The Legal 500 Private Practice Powerlists

Featuring individual profiles, spotlight team profiles and ‘In conversations’ with the leading arbitrators in the region.

Middle East

The Arbitration Powerlist: Middle East showcases the leading practitioners working in the United Arab Emirates, Qatar, Saudi Arabia, Lebanon, Bahrain, Kuwait, Oman, Iran, Iraq and Jordan. It remains a region full of opportunity, reinforced by the adaptability that arbitrators have shown throughout the pandemic. We hope the following guide will provide an insight into this fascinating and ever-evolving  market.

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Latin America

The Arbitration Powerlist: Latin America highlights and showcases the leading practitioners of one of the world’s most fertile grounds for producing arbitration talent, with the ICC reporting in 2019 that around one of eight of its registered arbitrators are from Latin America. The region also shows impressive growth as an arbitral centre; although Europe and the United States handle the largest share of international arbitrations conducted for Latin American clients, Peru, Colombia, Brazil and Mexico are all popular seats of arbitration.

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Africa

The Arbitration Powerlist: Africa showcases the leading practitioners working in one of the most exciting legal markets today. In addition to showcasing the ever-growing strength and depth of Africa’s community of arbitration counsel is clear, we offer examples of how the continent at large has taken the lead on a number of procedural and institutional innovations. For example, the African Arbitration Academy’s response to Covid-19 lockdowns was swift and decisive, with its Protocol on Virtual Hearings in Africa outlining one of the earliest and most thorough set of recommendations on virtual hearings. Beyond this, the nearly 100 arbitration institutions that exist across Africa have continued to develop and respond to the needs of business. Other notable developments include Ethiopia’s ratification of the New York Convention in 2020, and the new Uniform Act on Arbitration issued by the Organisation for the Harmonisation in Africa of Business Laws (OHADA). The positive impact of this on arbitration is already being seen, and we can expect further initiatives that will strengthen the already vibrant culture of arbitration in Africa.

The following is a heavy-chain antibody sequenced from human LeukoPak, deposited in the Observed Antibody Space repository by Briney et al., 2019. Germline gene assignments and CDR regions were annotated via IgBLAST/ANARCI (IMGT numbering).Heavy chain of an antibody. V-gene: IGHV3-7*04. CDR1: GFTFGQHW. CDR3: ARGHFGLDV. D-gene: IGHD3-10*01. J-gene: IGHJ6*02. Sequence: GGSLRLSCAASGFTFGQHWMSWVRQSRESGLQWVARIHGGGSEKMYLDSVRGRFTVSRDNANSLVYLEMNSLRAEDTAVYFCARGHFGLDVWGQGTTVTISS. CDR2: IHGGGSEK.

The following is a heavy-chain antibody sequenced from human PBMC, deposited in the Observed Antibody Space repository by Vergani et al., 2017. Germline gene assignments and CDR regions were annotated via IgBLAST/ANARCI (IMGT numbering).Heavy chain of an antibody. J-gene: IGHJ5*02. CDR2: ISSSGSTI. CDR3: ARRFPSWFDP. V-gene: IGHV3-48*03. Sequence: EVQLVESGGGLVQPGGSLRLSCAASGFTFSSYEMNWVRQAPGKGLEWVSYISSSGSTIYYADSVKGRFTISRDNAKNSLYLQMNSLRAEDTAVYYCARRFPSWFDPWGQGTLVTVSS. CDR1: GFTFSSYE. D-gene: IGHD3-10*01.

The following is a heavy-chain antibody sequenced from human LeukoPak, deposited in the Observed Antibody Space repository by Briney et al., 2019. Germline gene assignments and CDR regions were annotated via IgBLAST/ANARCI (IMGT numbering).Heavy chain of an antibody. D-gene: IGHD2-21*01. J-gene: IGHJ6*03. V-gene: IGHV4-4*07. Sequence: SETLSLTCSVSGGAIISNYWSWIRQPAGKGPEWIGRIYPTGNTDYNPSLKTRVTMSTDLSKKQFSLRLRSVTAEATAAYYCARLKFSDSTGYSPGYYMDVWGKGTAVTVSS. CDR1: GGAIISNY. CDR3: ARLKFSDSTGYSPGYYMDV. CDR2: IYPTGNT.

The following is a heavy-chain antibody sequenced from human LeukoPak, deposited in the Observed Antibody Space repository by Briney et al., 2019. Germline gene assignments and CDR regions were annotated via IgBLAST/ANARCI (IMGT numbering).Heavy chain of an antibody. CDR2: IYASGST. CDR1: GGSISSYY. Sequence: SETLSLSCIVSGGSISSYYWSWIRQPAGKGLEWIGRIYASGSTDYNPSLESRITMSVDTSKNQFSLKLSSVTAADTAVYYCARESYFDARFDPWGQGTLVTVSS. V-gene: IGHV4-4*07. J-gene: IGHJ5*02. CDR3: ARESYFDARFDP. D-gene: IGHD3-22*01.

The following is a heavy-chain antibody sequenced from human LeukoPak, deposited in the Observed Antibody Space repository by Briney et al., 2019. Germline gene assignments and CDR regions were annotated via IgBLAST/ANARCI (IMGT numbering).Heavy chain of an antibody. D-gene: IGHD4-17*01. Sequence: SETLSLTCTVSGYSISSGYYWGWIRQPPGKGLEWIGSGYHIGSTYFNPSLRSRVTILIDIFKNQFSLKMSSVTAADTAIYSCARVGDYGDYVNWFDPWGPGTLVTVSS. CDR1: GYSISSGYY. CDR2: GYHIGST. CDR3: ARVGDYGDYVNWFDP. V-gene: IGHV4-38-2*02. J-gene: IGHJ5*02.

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Central and Eastern Europe

The Arbitration Powerlist: CEE showcases the leading practitioners working in a broad sweep of countries, stretching from Austria and Poland to the Baltic nations and down to Serbia and North Macedonia. As with any publication of this nature, we were faced with the dilemma of including as many worthy candidates as possible without diluting the significance of their listing. After lengthy discussions across the editorial team, we decided that a larger selection was necessary to provide sufficient nuance and balance across so many different markets. We hope that by expanding the selection we have managed to include some surprises.

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CIS and Caucasus

The Arbitration Powerlist: CIS & Caucasus showcases the leading practitioners working in Russia, Ukraine, Armenia, Azerbaijan, Belarus, Georgia, Kazakhstan, Uzbekistan, Kyrgyz Republic and Moldova. It is a region unfamiliar to many outsiders, and we hope the following guide will provide an insight into an often opaque disputes market.

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United Kingdom

The International Arbitration Powerlist UK showcases 200 of the UK’s leading practitioners working in law firms and at the Bar (and, for good measure, a professor and a funder, both of whom sit regularly as arbitrators). As with any publication of this nature, we were faced with the dilemma of including as many worthy candidates as possible without diluting the significance of their listing. After lengthy discussions across the editorial team, we decided that 200 was the right number. The all-too-frequent criticism that international arbitration is a ‘gentlemen’s club’ would be perpetuated by a smaller selection. While the established names in the field are impossible to overlook, we hope that by expanding the selection we have managed to include some surprises. More importantly, we wanted to highlight the incredible diversity of the London market. When it comes to international arbitration, no other city on earth has the same depth of talent. In the face of stiff challenges from other cities, and with the disruption (perceived or real) introduced by Brexit, we felt it was necessary to stand up for London and give a platform to the incredible array of legal talent it offers clients. This reflects The Legal 500’s support for London International Disputes Week. It also reflects our growing focus on arbitration.

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